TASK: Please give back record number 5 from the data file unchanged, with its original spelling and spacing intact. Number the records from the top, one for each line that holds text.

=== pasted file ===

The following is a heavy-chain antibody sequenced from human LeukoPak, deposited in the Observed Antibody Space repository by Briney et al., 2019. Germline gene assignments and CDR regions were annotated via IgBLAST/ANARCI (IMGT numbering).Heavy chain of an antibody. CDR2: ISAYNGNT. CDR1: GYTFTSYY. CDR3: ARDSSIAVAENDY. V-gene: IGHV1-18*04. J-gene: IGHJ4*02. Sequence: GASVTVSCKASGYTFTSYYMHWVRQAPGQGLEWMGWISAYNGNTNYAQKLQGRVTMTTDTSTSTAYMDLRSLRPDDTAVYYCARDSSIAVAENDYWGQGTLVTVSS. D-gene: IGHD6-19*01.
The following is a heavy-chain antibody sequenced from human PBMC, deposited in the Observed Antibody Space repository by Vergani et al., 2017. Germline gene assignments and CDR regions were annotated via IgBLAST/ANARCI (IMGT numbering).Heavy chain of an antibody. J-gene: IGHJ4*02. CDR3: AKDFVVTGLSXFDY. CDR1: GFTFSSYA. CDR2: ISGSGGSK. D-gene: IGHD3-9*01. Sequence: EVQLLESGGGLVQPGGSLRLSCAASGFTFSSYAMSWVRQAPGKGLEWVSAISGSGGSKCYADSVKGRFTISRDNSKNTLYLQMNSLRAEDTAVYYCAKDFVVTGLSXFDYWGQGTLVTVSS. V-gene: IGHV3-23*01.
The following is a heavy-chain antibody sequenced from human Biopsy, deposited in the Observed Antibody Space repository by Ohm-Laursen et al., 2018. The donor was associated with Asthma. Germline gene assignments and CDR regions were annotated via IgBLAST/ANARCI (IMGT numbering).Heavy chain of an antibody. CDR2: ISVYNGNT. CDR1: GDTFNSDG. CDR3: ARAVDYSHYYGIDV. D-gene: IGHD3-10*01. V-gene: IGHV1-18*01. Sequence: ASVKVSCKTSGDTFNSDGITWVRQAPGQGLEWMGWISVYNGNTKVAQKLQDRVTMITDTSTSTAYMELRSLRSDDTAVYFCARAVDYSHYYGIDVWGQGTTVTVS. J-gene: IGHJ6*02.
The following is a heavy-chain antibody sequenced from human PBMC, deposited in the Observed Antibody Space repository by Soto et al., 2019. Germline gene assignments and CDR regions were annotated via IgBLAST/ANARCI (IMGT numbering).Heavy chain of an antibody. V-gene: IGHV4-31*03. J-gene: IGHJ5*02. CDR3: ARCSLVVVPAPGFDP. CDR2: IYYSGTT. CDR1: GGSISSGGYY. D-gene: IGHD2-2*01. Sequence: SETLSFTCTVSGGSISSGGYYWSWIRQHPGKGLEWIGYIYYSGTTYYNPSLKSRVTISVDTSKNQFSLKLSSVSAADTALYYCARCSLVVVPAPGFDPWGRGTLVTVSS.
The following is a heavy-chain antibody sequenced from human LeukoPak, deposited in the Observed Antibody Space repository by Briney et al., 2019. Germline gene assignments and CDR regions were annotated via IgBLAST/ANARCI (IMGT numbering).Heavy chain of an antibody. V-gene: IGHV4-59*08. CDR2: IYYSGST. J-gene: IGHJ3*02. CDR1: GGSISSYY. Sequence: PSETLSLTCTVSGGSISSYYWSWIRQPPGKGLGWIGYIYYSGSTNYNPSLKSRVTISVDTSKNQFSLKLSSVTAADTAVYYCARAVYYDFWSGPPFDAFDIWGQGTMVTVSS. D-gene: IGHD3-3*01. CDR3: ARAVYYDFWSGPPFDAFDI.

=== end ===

The following is a heavy-chain antibody sequenced from human LeukoPak, deposited in the Observed Antibody Space repository by Briney et al., 2019. Germline gene assignments and CDR regions were annotated via IgBLAST/ANARCI (IMGT numbering).Heavy chain of an antibody. V-gene: IGHV4-59*08. CDR2: IYYSGST. J-gene: IGHJ3*02. CDR1: GGSISSYY. Sequence: PSETLSLTCTVSGGSISSYYWSWIRQPPGKGLGWIGYIYYSGSTNYNPSLKSRVTISVDTSKNQFSLKLSSVTAADTAVYYCARAVYYDFWSGPPFDAFDIWGQGTMVTVSS. D-gene: IGHD3-3*01. CDR3: ARAVYYDFWSGPPFDAFDI.